They Just Aren't Like Us

The following article is from a small GLBT community publication in Nashville, and I thought it made a nice bookend to the speech I gave in Albany.
“They just aren’t like us.”
I remember those words of several years ago, spoken about the transgender community.
“Like” and “us” both just beg to be defined. How “like” does someone have to be in order to be welcomed into the world of “us”? Who gets to define “us,” anyway? Whether by gender, gender identity, sexual orientation, race, age, “expendable income,” or such perennial favorites as “cute” or “hot” criteria—some make the cut, some don’t. We divide ourselves up into little “us” and “them” nooks and cranny’s, some self-selected, others imposed.
Last week Tim Toonen, CSFP publisher, and I were happy to be guests on WRFN’s “Gender Talk,” hosted by Roxie. It’s a program, she says, for which one primary purpose is to make it easier for individuals to come out. It’s also a way to help us get to know one another. As we were ending the conversation, she asked for a concluding thought. “Listen to each other,” I said, which is not exactly earth shattering or even remotely original. But I do believe we could do a better job of it.
I had a variety of chances, beyond the usual, to “listen” in the next few days. The Artrageous Pre-Party gathering was one opportunity. Another was the Queer Talk Saturday radio show I do with DJ Ron on WRVU, as Dwayne Jenkins came to talk about this weekend’s Nashville Black Pride celebration. Then there was Sunday night’s dinner for the Tennessee Transgender Political Action Committee.
I think one reason this whole “listen to each other” thing is ringing bells is because of a commentary piece I read a few weeks ago, one that feels very much like an example of not listening. Chris Crain’s column, in the Washington Blade, was headlined, “‘Trans or bust’ is still a bust.’” He uses the term, which I find offensive, “trans-jacking.” His argument is that it is wrong for the transgender community and “gay” supporters to insist that legislative efforts in the area of workplace rights include protection based on “gender identity” as well as “sexual orientation.” He writes that, “…the placement of gender identity on par with sexual orientation in many of our organizations has crippled needed activism against the ‘swishy fag’ and ‘diesel dyke’ stereotypes that still permeate the entertainment media and society generally.” “Swishy fag” and “diesel dyke” typecasting is the fault of the trans community?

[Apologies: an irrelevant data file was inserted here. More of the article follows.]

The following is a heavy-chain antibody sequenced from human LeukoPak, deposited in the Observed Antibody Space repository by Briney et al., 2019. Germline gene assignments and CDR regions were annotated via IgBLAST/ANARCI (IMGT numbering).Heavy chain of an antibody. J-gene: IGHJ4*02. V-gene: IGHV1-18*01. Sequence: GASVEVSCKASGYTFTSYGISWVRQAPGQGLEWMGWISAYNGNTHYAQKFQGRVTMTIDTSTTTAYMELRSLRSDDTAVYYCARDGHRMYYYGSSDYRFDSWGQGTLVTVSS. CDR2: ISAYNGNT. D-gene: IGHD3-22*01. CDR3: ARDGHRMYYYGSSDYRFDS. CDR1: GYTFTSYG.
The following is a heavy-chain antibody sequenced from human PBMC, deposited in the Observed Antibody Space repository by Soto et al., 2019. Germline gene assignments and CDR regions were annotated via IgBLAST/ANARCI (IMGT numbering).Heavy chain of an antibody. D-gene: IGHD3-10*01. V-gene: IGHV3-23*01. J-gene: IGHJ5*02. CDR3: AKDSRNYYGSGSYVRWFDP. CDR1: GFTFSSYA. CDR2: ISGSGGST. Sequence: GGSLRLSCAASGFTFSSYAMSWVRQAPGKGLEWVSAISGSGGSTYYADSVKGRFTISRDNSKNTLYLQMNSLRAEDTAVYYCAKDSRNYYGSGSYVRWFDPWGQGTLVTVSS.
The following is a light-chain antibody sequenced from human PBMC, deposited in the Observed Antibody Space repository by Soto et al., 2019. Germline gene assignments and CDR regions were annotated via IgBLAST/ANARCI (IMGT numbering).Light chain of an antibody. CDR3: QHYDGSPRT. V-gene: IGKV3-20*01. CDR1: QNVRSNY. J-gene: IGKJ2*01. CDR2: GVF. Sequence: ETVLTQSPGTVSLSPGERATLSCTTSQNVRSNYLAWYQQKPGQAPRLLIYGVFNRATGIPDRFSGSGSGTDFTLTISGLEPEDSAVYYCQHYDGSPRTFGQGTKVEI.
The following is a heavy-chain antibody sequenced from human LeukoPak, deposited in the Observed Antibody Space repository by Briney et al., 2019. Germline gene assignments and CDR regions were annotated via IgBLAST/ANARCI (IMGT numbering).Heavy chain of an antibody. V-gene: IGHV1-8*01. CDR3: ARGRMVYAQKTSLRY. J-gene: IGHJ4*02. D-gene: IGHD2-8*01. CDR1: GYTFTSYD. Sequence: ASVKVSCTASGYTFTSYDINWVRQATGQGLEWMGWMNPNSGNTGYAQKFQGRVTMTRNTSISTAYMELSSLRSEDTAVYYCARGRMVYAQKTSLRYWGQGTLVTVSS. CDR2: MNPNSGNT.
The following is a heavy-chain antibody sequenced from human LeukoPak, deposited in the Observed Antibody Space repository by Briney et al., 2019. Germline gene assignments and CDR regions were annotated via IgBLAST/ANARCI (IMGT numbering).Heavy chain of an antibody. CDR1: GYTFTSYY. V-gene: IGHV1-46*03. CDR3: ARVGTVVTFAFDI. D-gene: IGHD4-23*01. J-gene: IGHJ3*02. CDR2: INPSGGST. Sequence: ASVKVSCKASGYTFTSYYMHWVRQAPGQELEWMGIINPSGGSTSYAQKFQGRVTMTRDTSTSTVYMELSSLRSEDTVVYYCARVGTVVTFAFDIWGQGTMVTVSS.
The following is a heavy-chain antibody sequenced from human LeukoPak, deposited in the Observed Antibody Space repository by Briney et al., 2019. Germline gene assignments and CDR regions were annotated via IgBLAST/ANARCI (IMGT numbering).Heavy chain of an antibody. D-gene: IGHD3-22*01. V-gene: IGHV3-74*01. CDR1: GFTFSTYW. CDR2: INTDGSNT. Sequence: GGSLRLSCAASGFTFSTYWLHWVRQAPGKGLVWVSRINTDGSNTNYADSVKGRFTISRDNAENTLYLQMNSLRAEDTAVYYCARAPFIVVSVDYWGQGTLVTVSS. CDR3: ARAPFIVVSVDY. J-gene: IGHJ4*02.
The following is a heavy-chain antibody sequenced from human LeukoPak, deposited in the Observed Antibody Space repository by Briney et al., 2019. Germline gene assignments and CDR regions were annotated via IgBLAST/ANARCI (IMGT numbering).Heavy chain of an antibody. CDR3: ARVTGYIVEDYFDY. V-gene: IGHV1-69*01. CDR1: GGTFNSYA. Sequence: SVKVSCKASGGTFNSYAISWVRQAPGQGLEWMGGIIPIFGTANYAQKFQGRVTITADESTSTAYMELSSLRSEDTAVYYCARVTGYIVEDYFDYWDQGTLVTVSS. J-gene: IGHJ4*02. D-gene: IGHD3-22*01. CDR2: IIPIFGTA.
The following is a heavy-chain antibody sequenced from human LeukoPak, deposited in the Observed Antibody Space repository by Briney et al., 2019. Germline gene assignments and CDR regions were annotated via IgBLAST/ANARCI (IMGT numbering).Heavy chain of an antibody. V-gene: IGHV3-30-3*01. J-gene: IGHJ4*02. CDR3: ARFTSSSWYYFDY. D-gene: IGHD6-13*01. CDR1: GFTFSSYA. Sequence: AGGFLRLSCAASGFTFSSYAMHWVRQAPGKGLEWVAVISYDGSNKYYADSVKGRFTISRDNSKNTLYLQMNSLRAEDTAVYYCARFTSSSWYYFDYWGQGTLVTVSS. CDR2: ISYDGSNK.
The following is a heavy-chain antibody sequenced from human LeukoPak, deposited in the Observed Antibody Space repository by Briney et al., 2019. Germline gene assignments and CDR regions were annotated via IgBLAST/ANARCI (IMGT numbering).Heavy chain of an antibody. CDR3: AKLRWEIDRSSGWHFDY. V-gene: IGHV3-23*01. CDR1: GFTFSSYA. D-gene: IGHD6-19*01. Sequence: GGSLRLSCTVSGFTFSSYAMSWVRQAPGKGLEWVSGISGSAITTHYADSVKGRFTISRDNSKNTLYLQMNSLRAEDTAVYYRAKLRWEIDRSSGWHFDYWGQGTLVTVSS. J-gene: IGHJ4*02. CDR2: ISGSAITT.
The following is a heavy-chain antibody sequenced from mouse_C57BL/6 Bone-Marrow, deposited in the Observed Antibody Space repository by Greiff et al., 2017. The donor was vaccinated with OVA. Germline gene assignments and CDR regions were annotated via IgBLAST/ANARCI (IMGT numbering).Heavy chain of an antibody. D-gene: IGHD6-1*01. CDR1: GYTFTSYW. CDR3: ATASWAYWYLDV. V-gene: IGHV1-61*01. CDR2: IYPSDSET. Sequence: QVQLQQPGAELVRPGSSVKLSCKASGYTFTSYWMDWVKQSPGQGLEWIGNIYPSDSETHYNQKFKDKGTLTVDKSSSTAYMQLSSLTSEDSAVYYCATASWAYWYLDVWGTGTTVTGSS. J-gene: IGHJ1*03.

Obviously I don’t know who Crain listened to, as he came to this conclusion, one he’s voiced in at least one earlier commentary. But as I’ve listened and learned over the years, what I’ve heard from those who are transgender, and those who support them, sounds nothing like “trans-jacking.” What it has sounded like are voices insisting they are as deserving of equal rights as any one else. It took a lot of work for some of the organizations Crain criticizes to get beyond a view similar to his. As it took years of efforts for lesbians to be considered an equal part of the “gay” organizers. As it took the (ongoing) hard work of the bisexual community. Listening to those who do the work, what you hear is an insistence that they be included in efforts to insure full civil rights. Will it be more complicated, to be inclusive rather than exclusive? Sure it will.
But that doesn’t mean it’s right to pick out those who may have the best chance of winning a round in the legislature, and tell the “others” they have to wait. That’s like a wink and a nod with the legislator, and the other insiders—hey, we’ll get ours first. In the meantime, we’ll also be quite happy to take any of the benefits that might come our way because of the work of those “others.” We’ll even use the whole GLBT alphabet (probably not the “Q” and “I,” though), when it suits our purposes. But for now, you others, you can come to the party. Just wait over there, quietly, until we let you know that you can also have a seat at the table.
When our listening is confined to the safety and comfort of “us,” we do to “others” what we rightfully argue shouldn’t be done to “us”—like being ignored and avoided; like being left out of conversations and decisions that vitally impact our lives. We really do need to listen to each other. Be warned, though, that once you do, “they” stop being “other,” and become a person, like “us.”
Copyright Joyce Arnold and Church Street Freedom Press.